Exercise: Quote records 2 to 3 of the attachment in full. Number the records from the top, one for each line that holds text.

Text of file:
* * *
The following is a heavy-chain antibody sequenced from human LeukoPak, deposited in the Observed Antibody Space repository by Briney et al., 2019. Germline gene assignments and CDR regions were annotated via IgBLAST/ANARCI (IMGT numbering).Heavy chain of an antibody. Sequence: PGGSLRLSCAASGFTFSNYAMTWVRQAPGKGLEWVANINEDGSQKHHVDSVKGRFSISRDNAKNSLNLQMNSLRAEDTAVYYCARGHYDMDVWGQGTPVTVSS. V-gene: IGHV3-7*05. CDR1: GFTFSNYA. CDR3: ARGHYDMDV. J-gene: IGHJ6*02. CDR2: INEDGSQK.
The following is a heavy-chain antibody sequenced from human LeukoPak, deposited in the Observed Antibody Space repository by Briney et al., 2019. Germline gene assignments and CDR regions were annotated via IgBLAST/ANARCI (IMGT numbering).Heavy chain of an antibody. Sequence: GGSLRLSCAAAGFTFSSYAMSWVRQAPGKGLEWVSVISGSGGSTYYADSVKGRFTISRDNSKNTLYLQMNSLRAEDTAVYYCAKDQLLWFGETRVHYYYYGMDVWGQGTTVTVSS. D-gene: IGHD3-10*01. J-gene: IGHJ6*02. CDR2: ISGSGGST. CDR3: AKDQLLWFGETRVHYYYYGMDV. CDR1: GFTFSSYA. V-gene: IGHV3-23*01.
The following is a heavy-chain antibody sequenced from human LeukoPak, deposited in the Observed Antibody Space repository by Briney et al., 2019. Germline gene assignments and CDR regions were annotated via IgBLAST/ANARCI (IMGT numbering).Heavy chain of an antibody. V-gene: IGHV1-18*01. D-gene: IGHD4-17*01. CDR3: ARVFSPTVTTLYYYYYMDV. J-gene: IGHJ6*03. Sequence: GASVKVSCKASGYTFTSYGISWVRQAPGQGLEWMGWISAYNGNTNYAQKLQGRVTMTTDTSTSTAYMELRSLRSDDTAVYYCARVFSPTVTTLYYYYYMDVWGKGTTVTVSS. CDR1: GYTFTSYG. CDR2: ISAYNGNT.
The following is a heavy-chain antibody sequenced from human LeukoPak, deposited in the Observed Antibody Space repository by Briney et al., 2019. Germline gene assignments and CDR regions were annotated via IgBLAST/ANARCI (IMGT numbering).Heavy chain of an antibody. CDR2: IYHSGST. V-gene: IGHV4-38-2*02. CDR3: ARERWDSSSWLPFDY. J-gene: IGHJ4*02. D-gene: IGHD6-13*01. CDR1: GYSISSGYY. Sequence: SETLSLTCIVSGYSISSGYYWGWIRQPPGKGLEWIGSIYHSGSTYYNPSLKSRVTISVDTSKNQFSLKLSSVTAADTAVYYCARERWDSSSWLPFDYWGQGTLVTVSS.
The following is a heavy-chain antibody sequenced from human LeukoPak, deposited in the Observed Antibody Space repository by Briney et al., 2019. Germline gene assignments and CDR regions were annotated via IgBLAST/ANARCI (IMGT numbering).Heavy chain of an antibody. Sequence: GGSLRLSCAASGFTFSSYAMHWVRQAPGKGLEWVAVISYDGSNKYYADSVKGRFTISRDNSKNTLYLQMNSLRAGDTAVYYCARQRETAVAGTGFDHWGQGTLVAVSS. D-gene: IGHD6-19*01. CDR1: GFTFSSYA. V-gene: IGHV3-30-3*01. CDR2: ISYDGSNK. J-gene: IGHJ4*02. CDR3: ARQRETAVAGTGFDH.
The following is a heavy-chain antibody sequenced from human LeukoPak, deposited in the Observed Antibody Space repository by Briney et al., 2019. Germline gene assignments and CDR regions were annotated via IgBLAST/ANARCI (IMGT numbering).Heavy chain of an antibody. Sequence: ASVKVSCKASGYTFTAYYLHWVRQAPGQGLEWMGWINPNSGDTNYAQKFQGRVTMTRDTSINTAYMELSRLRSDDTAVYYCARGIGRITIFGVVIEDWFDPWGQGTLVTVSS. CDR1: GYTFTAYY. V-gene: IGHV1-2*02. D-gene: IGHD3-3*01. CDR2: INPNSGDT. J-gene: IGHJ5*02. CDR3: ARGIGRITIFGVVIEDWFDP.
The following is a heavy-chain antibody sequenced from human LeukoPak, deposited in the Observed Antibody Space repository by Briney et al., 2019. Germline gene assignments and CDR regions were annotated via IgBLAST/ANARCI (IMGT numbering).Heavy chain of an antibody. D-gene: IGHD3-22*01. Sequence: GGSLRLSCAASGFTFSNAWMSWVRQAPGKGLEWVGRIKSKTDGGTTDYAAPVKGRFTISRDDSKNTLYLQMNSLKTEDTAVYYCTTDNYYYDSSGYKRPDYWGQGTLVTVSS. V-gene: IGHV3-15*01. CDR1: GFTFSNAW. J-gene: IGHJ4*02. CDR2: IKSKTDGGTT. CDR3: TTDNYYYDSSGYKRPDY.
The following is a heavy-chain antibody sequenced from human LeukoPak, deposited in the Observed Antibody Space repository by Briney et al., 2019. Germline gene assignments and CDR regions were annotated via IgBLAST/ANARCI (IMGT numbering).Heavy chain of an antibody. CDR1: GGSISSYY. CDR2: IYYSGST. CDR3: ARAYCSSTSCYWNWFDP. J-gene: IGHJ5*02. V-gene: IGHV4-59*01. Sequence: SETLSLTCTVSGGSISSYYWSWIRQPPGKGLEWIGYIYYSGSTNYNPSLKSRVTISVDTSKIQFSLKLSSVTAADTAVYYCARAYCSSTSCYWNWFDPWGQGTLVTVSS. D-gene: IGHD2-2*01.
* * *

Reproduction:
The following is a heavy-chain antibody sequenced from human LeukoPak, deposited in the Observed Antibody Space repository by Briney et al., 2019. Germline gene assignments and CDR regions were annotated via IgBLAST/ANARCI (IMGT numbering).Heavy chain of an antibody. Sequence: GGSLRLSCAAAGFTFSSYAMSWVRQAPGKGLEWVSVISGSGGSTYYADSVKGRFTISRDNSKNTLYLQMNSLRAEDTAVYYCAKDQLLWFGETRVHYYYYGMDVWGQGTTVTVSS. D-gene: IGHD3-10*01. J-gene: IGHJ6*02. CDR2: ISGSGGST. CDR3: AKDQLLWFGETRVHYYYYGMDV. CDR1: GFTFSSYA. V-gene: IGHV3-23*01.
The following is a heavy-chain antibody sequenced from human LeukoPak, deposited in the Observed Antibody Space repository by Briney et al., 2019. Germline gene assignments and CDR regions were annotated via IgBLAST/ANARCI (IMGT numbering).Heavy chain of an antibody. V-gene: IGHV1-18*01. D-gene: IGHD4-17*01. CDR3: ARVFSPTVTTLYYYYYMDV. J-gene: IGHJ6*03. Sequence: GASVKVSCKASGYTFTSYGISWVRQAPGQGLEWMGWISAYNGNTNYAQKLQGRVTMTTDTSTSTAYMELRSLRSDDTAVYYCARVFSPTVTTLYYYYYMDVWGKGTTVTVSS. CDR1: GYTFTSYG. CDR2: ISAYNGNT.